Measles continues to spread across the U.S., with outbreaks in four states infecting more people in the first three months of 2019 than in all of last year, according to new data from the Centers for Disease Control and Prevention.
Measles is highly contagious, infecting up to 90 percent of unvaccinated people who are exposed to it, according to the Centers for Disease Control and Prevention. The virus can live in the air for up to two hours after an infected person coughs or sneezes, according to the CDC, meaning people can be exposed to it without ever knowing. People can be infected for days before showing signs of the virus, such as a fever, runny nose or a rash.
Measles can be especially dangerous for young children, the CDC says. It can lead to pneumonia, brain swelling and even death. The CDC recommends children get their first dose of MMR vaccine at between 12 and 15 months old and a second dose when they’re between 4 and 6 years old.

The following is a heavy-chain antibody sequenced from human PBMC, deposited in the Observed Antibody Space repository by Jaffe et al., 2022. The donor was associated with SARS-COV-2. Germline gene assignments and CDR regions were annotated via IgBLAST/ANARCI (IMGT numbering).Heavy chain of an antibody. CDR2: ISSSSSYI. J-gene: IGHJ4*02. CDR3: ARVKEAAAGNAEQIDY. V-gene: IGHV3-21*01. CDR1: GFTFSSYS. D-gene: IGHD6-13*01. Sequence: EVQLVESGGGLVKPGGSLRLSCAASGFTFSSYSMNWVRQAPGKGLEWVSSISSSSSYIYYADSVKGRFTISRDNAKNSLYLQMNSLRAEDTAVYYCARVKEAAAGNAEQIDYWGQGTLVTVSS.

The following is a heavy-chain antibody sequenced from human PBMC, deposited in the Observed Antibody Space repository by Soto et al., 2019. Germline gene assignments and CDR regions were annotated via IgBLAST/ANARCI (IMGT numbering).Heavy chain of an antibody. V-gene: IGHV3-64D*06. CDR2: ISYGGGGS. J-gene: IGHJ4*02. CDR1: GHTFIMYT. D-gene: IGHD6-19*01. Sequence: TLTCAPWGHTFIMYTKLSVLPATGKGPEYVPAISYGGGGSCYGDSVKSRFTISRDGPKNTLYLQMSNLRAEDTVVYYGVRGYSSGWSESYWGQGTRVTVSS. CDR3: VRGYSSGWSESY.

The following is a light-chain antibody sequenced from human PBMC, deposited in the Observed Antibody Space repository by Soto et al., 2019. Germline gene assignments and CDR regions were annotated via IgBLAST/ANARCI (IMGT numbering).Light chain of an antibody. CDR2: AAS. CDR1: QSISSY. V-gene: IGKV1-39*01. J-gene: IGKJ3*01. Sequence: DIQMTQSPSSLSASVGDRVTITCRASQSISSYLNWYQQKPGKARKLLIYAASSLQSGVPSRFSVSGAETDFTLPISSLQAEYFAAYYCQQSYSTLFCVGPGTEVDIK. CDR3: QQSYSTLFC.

The CDC says the current measles outbreaks in the U.S. are mostly linked to people traveling internationally to countries such as Israel and Ukraine that are experiencing large outbreaks. It’s spreading quickly in close-knit religious communities, such as New York’s Orthodox Jewish community, where many people choose not to get vaccinated.
Public health officials are desperately trying to assure parents that vaccines are safe and are the best way to protect their children from dangerous and potentially deadly diseases such as measles. The anti-vaxxing movement, which advocates against vaccination, has been pushing now-debunked studies that falsely suggested there was a link between vaccines and autism.
Most recently, a study of more than 650,000 children from 1999 to 2010 found no link between autism and the MMR vaccine.